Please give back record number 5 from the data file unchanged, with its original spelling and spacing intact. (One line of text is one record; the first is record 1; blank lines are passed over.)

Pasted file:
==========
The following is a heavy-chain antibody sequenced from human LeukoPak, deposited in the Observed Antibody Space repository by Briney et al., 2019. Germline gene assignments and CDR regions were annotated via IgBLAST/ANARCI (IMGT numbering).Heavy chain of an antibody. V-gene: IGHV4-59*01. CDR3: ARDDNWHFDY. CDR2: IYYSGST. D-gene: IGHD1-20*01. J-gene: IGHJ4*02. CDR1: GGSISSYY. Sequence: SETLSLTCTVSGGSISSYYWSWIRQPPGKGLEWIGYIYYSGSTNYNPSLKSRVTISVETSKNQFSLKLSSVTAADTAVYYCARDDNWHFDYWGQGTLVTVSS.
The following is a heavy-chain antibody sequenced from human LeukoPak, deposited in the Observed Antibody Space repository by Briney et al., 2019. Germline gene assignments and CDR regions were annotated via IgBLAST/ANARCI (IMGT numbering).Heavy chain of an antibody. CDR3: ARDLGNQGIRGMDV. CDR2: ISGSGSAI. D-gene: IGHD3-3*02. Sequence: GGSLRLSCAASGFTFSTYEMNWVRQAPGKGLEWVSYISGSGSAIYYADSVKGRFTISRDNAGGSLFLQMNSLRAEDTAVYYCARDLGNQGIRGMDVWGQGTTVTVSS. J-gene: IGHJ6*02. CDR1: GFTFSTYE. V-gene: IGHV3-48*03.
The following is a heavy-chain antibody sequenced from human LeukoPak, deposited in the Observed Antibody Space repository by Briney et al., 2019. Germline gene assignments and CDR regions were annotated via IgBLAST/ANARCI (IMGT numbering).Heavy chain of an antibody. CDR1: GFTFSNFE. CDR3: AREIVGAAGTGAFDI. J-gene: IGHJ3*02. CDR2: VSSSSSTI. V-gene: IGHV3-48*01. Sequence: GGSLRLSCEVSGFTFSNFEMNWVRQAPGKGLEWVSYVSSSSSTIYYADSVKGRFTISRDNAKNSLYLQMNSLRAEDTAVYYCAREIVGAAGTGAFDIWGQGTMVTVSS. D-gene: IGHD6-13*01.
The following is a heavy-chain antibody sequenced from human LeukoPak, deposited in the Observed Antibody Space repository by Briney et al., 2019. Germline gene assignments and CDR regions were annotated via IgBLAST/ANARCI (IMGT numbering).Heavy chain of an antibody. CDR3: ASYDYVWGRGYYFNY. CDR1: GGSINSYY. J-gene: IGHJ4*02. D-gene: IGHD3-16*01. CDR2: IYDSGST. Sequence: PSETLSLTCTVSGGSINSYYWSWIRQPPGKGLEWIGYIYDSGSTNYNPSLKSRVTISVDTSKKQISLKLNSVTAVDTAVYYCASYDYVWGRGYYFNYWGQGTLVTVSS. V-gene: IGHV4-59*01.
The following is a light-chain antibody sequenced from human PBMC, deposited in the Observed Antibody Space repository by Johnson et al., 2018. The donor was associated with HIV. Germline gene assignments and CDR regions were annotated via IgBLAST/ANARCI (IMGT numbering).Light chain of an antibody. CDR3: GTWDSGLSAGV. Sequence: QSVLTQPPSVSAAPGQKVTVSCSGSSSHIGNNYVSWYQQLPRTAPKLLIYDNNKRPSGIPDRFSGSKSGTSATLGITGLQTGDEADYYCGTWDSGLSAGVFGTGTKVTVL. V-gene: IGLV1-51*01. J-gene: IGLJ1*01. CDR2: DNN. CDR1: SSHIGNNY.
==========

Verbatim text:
The following is a light-chain antibody sequenced from human PBMC, deposited in the Observed Antibody Space repository by Johnson et al., 2018. The donor was associated with HIV. Germline gene assignments and CDR regions were annotated via IgBLAST/ANARCI (IMGT numbering).Light chain of an antibody. CDR3: GTWDSGLSAGV. Sequence: QSVLTQPPSVSAAPGQKVTVSCSGSSSHIGNNYVSWYQQLPRTAPKLLIYDNNKRPSGIPDRFSGSKSGTSATLGITGLQTGDEADYYCGTWDSGLSAGVFGTGTKVTVL. V-gene: IGLV1-51*01. J-gene: IGLJ1*01. CDR2: DNN. CDR1: SSHIGNNY.